Somewhere, sometime ago, someone came up with the term rockstar programmer. Perhaps like most catchy terms in our industry, it started out as an innocent idea, was bastardized by just the right people, and ultimately became the marketing ick that it is today.
Programming isn’t about one-person wrecking crews, save for those pet projects you’re just dabbling with on the side. Yet, some businesses still look for that mystical rockstar programmer to right all their existing wrongs. They have a heap of work to do, that heap is likely on fire right now, and they need someone to f**ing rock the s**t out of it! How y’all doing Deeeeetroit?!
I’ve never seen good, solid software created with this kind of mentality. The work that goes into writing good code is arduous. It takes time. It takes contemplation and cooperation. More experienced programmers might know where more of the traps exist, but they still need time to think the problem through. Anyone can build something that appears to work for a short while, but the real work lies in making it work (or reliably adjust it to work) for the long-term. Otherwise, the business just goes into a perpetual game of “Who wants to be the next David Lee Roth for awhile?”
Even more importantly, good software teams can’t be built around one-person shows. When I think of people that build good software, I think of a rock star’s musical antithesis: the band itself. The best teams are small (say 2-5 members). And, they stick together. They know each member’s tendencies because they’ve worked together for a long time. They know when to leave each other alone to nurture their piece of the product, and when to (yes), “get the band back together” at the right times. To me, that’s the easiest way to guarantee a hit product: Create a tightly-knit group that’s willing to stick it out for the long term, together.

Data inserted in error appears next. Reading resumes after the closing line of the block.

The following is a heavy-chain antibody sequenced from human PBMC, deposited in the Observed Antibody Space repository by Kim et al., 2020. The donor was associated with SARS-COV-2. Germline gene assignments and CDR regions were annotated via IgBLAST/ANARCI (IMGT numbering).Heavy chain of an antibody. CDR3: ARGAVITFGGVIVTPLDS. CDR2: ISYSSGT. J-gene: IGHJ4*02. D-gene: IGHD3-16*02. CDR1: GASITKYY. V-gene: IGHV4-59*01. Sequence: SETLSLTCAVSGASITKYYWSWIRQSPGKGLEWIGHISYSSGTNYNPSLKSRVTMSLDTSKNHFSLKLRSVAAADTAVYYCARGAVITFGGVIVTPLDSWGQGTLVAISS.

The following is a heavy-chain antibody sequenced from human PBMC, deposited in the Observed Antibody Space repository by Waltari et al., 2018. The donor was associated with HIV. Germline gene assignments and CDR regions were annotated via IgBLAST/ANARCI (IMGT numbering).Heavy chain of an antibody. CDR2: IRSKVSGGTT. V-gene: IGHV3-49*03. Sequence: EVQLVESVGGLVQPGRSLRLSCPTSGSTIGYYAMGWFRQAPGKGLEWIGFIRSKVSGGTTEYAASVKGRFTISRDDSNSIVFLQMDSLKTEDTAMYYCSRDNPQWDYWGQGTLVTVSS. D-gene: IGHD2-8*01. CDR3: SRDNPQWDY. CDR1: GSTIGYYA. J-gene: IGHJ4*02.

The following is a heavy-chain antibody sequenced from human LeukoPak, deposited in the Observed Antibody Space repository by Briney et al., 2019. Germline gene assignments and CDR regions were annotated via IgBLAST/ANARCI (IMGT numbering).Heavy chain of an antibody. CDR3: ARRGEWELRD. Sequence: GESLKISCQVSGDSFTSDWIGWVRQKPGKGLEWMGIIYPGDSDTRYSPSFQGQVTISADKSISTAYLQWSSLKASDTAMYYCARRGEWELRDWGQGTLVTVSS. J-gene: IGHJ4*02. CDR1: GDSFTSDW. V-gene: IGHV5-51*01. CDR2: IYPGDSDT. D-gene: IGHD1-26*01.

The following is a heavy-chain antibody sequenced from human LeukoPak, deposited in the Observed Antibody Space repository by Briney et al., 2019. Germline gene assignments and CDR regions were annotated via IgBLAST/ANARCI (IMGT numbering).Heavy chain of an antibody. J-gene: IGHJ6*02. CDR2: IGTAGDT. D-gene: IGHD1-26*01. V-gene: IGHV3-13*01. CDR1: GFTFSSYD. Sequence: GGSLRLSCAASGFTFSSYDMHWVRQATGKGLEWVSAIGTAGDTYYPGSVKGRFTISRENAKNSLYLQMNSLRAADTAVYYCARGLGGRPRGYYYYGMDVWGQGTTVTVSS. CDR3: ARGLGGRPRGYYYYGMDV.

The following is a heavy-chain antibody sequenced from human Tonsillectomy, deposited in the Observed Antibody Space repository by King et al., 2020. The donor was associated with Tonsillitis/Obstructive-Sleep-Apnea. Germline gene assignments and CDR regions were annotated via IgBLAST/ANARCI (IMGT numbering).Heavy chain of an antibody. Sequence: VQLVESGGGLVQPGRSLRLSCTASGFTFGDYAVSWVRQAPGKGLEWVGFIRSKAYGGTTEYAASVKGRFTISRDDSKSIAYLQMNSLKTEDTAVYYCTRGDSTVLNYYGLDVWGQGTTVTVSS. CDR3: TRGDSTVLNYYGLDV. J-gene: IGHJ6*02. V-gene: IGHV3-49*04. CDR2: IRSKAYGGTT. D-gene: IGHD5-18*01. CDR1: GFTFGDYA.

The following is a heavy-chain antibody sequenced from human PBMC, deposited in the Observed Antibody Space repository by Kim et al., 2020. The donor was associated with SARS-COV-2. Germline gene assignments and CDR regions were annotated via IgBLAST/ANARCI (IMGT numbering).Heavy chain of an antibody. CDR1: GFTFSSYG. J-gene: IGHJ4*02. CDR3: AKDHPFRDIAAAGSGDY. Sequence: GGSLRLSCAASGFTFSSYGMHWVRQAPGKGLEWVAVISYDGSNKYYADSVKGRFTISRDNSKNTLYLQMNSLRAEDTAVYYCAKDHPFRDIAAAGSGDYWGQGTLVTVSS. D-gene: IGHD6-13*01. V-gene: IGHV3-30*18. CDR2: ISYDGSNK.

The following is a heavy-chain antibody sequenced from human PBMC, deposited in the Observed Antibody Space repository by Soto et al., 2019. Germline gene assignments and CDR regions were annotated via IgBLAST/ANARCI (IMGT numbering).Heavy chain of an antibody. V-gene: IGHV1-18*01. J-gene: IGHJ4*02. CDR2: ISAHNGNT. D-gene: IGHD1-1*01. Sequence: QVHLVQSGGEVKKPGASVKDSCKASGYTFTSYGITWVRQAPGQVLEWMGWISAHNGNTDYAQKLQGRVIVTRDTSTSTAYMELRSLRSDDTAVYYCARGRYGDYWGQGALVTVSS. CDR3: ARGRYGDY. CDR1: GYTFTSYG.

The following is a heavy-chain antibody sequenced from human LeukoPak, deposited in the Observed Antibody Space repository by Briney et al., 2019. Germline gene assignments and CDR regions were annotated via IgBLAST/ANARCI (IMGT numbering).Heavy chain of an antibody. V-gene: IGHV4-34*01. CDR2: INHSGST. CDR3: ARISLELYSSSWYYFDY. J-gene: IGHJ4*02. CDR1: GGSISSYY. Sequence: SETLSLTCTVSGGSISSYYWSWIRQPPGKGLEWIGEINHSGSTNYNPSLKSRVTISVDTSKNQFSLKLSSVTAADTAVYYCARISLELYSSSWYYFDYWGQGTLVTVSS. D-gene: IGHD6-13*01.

The best part about building software with a small, loyal team is that it absolves you from having to apply a myriad of processes—those that are otherwise essential for a group of technical individuals unfamiliar with each other to function at all. When teams are real small and have worked together for years, “people processes” like formalized sprints, scrums, or complex version control strategies are overkill. All of these tactics are meant to impose a consistent influx of ritualistic order onto an impending chaos. And, impending chaos happens to teams that are constantly turning over team members—whether or not there’s a rockstar amongst them.
Granted, small, long-lasting teams are not immune to marching down the normal dark paths of programming. Codebases still gets crufty. The forces of change still push code into unwieldy shapes. But, in these teams, getting out of the muck is much easier. The mindshare of what the intentions were, what tradeoffs were made, and how the realities came to be likely still exist in the minds of its team members. The methodical route to elegant code comes with less friction because you’ve all been in the battle together.
Long-lived programming teams are rarely heralded in our industry. Similarly, cohesion and camaraderie amongst coders is severely underrated. What we have, instead, is a culture which champions the individual and focuses on forcing process to minimize the impact of the inevitable churn of a team’s developers.
If, alternatively, we championed the aging band instead of the rockstar, perhaps we’d also indirectly extinguish the perceived need for the mythical rockstar.